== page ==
Friday, November 12, 2010

Pricing in an Age of Parity

Old habits die hard in the book trade in Australia, but some habits to do with the way publishers have long priced imported titles are going to have to radically change if customers are going to be lured back into buying from Australian booksellers rather than Amazon or The Book Depository.

There are three issues:

1. Pricing way out of kilter with TODAY'S exchange rates.
2. Price points that lock in uncompetitive markups.
3. Infrequent price changes.

Bookbuyers are aggressively responding to the current parity paradigm by buying from overseas-based online retailers, and this is one of the principal reasons retail booksellers are really struggling at the moment. Conditions have rarely been worse. Consumers have gone way beyond the ROBO phenomenon (research online, buy offline) that's been with us for the last decade or so. Now it's just BO - buy online. There's no need to even research it, just do it. The ingrained expectation is that, even if the local bookseller has it in stock, the price will be way over the top.

This mindset can be broken, but only if publishers take radical action along the following lines:

- Price to current FX realities, not some dated average over the previous year or, god help us, decade. That means using parity for US titles and around 62p for UK titles, not just for forthcoming titles, but all titles currently being sold.

- Abolish pricing up to the closest traditional price point - $26.95; $29.95; $32.95; $35.00; $49.95; etc. There is too wide a gap between these points, and too many customers are dropping off on the way up. This was not much of an issue in times past, but it is today.

- Change prices frequently according to FX movements up or down. It's time to let go of the traditional three month's advance notice to retailers, and rarely, if ever, changing the backlist. Systems and protocols have to change. Monthly adjustments across the board should be the norm.

The golden rule on pricing should be: Today's exchange rate plus 10% plus GST. Thus a 13.00 pound UK title becomes A$25.37. Rounded up to the nearest 95c point, it becomes $25.95. A US$26.95 book becomes A$32.61, which becomes $32.95.

The reason for the 10% markup prior to the addition of the 10% GST? To build in a hedge for exchange volatility. Pricing at one rate and actually paying your overseas supplier at a possibly disadvantageous rate three or more months later can be a real problem for importers. Hence the hedge. The Australian dollar climbs via the stairs and falls via the lift well, as they say!

And what about freight? Here's another golden rule: booksellers pay freight when they import directly, not publishers. Publishers have it built into their intercompany or agency trading arrangements. In other words longer discounts or their equivalent are built in to recognise the additional impost of shipping to Australia.

So George Bush's just released Decision Points should be available in Australia for A$42.95, not $59.95 as advertised! The US price is US$35.00. Do the math!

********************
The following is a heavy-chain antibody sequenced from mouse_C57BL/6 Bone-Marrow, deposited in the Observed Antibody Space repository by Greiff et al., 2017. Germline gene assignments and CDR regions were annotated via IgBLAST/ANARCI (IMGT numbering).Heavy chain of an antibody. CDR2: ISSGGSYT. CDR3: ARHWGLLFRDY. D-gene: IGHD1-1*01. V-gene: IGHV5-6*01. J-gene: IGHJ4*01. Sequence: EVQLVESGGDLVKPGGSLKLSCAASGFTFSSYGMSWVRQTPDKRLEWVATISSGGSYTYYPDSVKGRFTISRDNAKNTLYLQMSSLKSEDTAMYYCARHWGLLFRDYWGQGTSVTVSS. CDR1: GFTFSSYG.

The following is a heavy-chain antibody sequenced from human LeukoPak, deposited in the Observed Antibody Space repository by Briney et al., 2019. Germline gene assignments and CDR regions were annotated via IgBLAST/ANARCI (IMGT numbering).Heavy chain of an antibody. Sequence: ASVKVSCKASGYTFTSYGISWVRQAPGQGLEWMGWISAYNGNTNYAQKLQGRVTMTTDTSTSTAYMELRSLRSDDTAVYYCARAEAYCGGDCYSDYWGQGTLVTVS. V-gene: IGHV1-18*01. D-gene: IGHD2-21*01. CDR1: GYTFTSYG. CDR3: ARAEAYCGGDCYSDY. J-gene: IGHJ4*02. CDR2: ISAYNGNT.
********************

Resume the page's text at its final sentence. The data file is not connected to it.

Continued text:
And all those 13.00 pound UK titles, such as Philip Kerr's new one, Field Grey, should be $25.95, not $32.95 as it is. And Howard Jacobson's The Finkler Question (TPB edition) should be $25.95, not $32.99 as it is.

Pressure needs to be put on publishers to be far more responsive to today's competitive realities. And here is precisely where the ABA needs to step up. Real leadership is called for.

Don't hold your breath!


Tim Coronel said...

what about the pricing for local titles? Isn't part of the argument for the price-points that they're not unresonable for locally-origintated books and that (more to the point) publishers don't want to create two-tiered pricing where O/S-originated books are 'cheap' (er) and local ones 'expensive' (albeit realistically costed)?

Peter Donoughue said...

It has always been the case in Australia that imported and local titles have been priced similarly, but what has changed quite frequently has been what subsidises what at the margin level.

In the early 70's when I started in publishing, and when the dollar was way stronger than it is now (around 1.25), imported titles subsidised local ones. When the dollar weakened over time, particularly when it hovered around 50-60c for quite a few years, it worked the other way.

So there's been quite a difference in margins one way or the other.

However, now, in the online age, we find ourselves in an unsustainable situation. Imported titles can't subsidise any more or they'll be bought around. Consumers aren't putting up with it.

So the nexus simply has to be broken. But let's not panic. Consumers WILL pay more for local titles - about 20-25% more I would suggest - and by definition they can't be bought around.

So an imported trade paperback of 350 pages can be $25.95 but a similar local one $29.95. Nothing at all wrong with that. There will be some downward pressure on the prices of local titles - that is natural. Not $32.95, but $29.95.

Believe me the industry won't collapse!

Someone in charge of pricing fulfillment (though not pricing policy) said...

Though as you know, in the HE business, pricing needs to be fixed across a semester period at minimum - so more vulnerability to currency fluctuation within that half year period, if publishers price too tightly to current exchange rates.
Other than that, nail on the head as usual, but while publishing is dominated by big corporates with an eye on their own GM rather than the general health of the industry, not much will change. As units sales decline, unit revenue keeps going up to compensate... this isn't going to have a happy ending for people who care about a local industry.

Anonymous said...

In charge of pricing fulfillment, but not pricing policy, I was trying to say!